Caph, כ , the eleventh letter of the Hebrew alphabet, has the shape of an inverted C, and presents, graphically and symbolically, the figure of a ‘hollow’. This idea of the hollow is also found in the Hebrew word כָּף caph, which can also be transcribed kaf. This word refers to several parts of the human body, the hollow or palm of the hand, the sole of the foot, the concavity of the hip (more technically, the ischium of the iliac bone), all having in common a ‘hollow’ shape.
The notion of ‘hollow’ attached to this word etymologically derives from the verbal root כָּפַף , kafaf, ‘to fold, bend’, and in the passive ‘to be folded, bent; to be hollow’.
Curiously enough, the word kaf is directly associated with what must be called the ‘body’ of God, or at least with its bodily metaphors, in two particularly significant episodes in the Hebrew Bible, – Jacob’s nightly battle with Godi, and the passage of the Glory of God before Mosesii.
In both of these key moments, the idea of the « hollow » carried by the kaf plays a crucial role.
In the first episode, a ‘man’ (i.e. God himself, or one of his envoys) strikes Jacob in the ‘hollow’ (kaf) of the hip, causing its dislocation, hastening the end of the battle.
Since that day, the children of Israel, in memory of this blow to the kaf, respect a dietary prohibition prescribing the removal of the sciatic nerve, supposed to symbolize the part of Jacob’s body bruised by the blow.
In the second episode, God addresses Moses, saying:
« I will place you in the cleft of the rock and cover you with my kaf, [literally – with my ‘hollow’, or the ‘palm’ of my hand, – if one may so express oneself in speaking anthropomorphically of the Lord…], until I have passediii. »
In the first episode, God ‘touches’ or ‘strikes’ Jacob’s kaf. The verb used to describe the action is נָגַע, nâga‘, ‘to touch, to smite’. Whether He touches or strikes Jacob, God must undoubtedly use His ‘hand’, i.e., His kaf, to wound Jacob’s kaf. Admittedly the kaf of God is only implied here in the Genesis text. But it is implicitly made necessary by the use of the verb nâga‘, which implies a physical contact effective enough to dislocate Jacob’s hip.
God’s kaf (or the ‘hollow’ of the hand) ‘touched’ or ‘struck’ Jacob’s kaf (the ‘hollow’ of the hip).
Hollow against hollow.
In the second episode, God uses two levels of protection, two types of cover, to shield Moses from the deadly brilliance of His Glory. On the one hand, He places him in the ‘cleft of the rock’ (niqrat ha-tsur), and on the other, He covers Moses with His kaf.
Hollow on hollow.
Two questions then arise:
-Why are two layers of protection (the ‘cleft of the rock’ and then God’s kaf) necessary here?
-What exactly is the kaf of God, – if we give up translating this word by an expression that is far too anthropomorphic, and therefore unacceptable, like ‘palm of the hand’?
To the first question, we can answer that God probably wants to protect Moses’body by hiding him in the cleft of the rock, but that he also wants to protect Moses’ spirit or soul by covering Moses with His kaf.
The second question invites us to return to the etymology of the word kaf to try to understand its meaning in the context of this theophany.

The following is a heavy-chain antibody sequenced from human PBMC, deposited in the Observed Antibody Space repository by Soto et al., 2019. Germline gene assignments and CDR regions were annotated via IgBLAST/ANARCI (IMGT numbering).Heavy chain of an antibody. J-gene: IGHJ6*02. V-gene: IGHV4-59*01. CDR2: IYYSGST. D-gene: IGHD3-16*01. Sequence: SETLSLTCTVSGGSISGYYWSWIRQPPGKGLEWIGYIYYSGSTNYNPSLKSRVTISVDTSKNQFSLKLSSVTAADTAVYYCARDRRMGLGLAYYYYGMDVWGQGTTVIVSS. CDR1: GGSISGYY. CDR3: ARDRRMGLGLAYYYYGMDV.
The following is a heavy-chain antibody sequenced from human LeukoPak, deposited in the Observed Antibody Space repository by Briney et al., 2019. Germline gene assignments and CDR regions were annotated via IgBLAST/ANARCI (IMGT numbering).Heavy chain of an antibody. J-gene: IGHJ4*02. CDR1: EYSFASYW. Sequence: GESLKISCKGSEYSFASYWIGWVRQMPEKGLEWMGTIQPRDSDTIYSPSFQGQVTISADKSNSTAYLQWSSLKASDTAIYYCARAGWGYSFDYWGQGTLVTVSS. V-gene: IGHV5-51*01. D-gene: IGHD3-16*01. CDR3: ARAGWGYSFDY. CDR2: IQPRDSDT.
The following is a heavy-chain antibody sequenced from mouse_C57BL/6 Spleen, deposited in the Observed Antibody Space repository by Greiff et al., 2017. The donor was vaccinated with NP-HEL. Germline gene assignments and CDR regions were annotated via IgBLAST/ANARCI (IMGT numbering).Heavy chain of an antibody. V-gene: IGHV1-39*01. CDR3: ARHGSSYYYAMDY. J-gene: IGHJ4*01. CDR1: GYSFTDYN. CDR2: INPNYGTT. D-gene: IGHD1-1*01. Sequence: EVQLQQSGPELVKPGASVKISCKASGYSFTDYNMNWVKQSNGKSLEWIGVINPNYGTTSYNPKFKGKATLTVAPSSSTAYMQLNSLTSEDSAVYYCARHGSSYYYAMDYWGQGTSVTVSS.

God says that He will ‘cover’ Moses with His kaf. The verb used for ‘cover’ is שָׂכַךְ, sâkhakh, very close to the verb סָכַךְ, sâkhakh, ‘to make a shelter’, from which is derived the word soukhot (designating the booths of the Feast of Booths).
Now there is another Hebrew verb meaning ‘to cover’, which is also very close phonetically and etymologically to kaf, it is the verb כָּפַר kafar, ‘to cover, to forgive; to atone, to purify’.
This puts us on a promising track. When God ‘covers’ Moses with the divine kaf, there is expressed here an idea of protection and shelter, but perhaps also, more subliminally, the idea of ‘covering’ (kafar) Moses’ weaknesses, or sins, in order to cleanse him of them so that he is allowed to see God, if only ‘from behind’.
The following verse indeed tells us what happens after God’s passage.
« Then I will remove my kaf, and you will see me from behind, but my face cannot be seen.iv
The shifts in meaning between kaf, kafaf, kafar, reveal a certain kinship between ‘hollow’, ‘palm’, ‘covering’ and, in an allegorical sense, ‘covering’ [faults], ‘forgiving’ and ‘purifying’v.
This is indeed a second level of protection that God agrees to give to the spirit of Moses after having placed his body in the « cleft of the rock ».
These shifts take on an additional symbolic dimension when we consider the word כֵּף kef, which is perfectly similar to kaf, except for the vocalization, and has the same etymological provenance as kaf.
Now kef means ‘rock’, which implies a symbolic proximity between the idea of ‘hollow’ and that of ‘rock’.
Note that the ‘rock’ into whose cleft God places Moses (in Ex 33:22) is not designated as a kef, but as a tsur, which is another word for rock.
However, the simple fact that the words kaf (‘hollow’) and kef (‘rock’) have the same verbal root kafaf, ‘to be curved, to be hollow’, draws our attention to the fact that some rocks can all the better offer refuge or protection because they are ‘hollow’, such as caverns or caves, whereas other types of rocks possess only crevices or slits, such as the rock called צוּר , tsur.